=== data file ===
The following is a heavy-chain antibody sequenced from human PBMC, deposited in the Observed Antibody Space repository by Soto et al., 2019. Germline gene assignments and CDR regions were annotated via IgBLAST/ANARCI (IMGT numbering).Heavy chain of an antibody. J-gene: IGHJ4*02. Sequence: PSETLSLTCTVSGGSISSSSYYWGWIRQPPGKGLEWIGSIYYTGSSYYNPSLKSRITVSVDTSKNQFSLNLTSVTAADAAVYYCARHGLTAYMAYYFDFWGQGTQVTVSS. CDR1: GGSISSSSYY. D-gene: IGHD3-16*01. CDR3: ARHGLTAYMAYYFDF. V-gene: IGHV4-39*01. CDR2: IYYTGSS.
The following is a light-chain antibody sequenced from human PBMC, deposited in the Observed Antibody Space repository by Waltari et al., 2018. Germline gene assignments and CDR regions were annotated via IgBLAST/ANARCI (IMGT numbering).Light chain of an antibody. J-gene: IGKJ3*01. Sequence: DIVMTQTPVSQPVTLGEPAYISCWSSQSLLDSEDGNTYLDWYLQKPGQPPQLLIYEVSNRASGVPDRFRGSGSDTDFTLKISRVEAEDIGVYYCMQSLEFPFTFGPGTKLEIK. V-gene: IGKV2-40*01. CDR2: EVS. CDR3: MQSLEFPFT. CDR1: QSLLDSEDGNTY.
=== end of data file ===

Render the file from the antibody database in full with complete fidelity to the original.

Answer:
The following is a heavy-chain antibody sequenced from human PBMC, deposited in the Observed Antibody Space repository by Soto et al., 2019. Germline gene assignments and CDR regions were annotated via IgBLAST/ANARCI (IMGT numbering).Heavy chain of an antibody. J-gene: IGHJ4*02. Sequence: PSETLSLTCTVSGGSISSSSYYWGWIRQPPGKGLEWIGSIYYTGSSYYNPSLKSRITVSVDTSKNQFSLNLTSVTAADAAVYYCARHGLTAYMAYYFDFWGQGTQVTVSS. CDR1: GGSISSSSYY. D-gene: IGHD3-16*01. CDR3: ARHGLTAYMAYYFDF. V-gene: IGHV4-39*01. CDR2: IYYTGSS.
The following is a light-chain antibody sequenced from human PBMC, deposited in the Observed Antibody Space repository by Waltari et al., 2018. Germline gene assignments and CDR regions were annotated via IgBLAST/ANARCI (IMGT numbering).Light chain of an antibody. J-gene: IGKJ3*01. Sequence: DIVMTQTPVSQPVTLGEPAYISCWSSQSLLDSEDGNTYLDWYLQKPGQPPQLLIYEVSNRASGVPDRFRGSGSDTDFTLKISRVEAEDIGVYYCMQSLEFPFTFGPGTKLEIK. V-gene: IGKV2-40*01. CDR2: EVS. CDR3: MQSLEFPFT. CDR1: QSLLDSEDGNTY.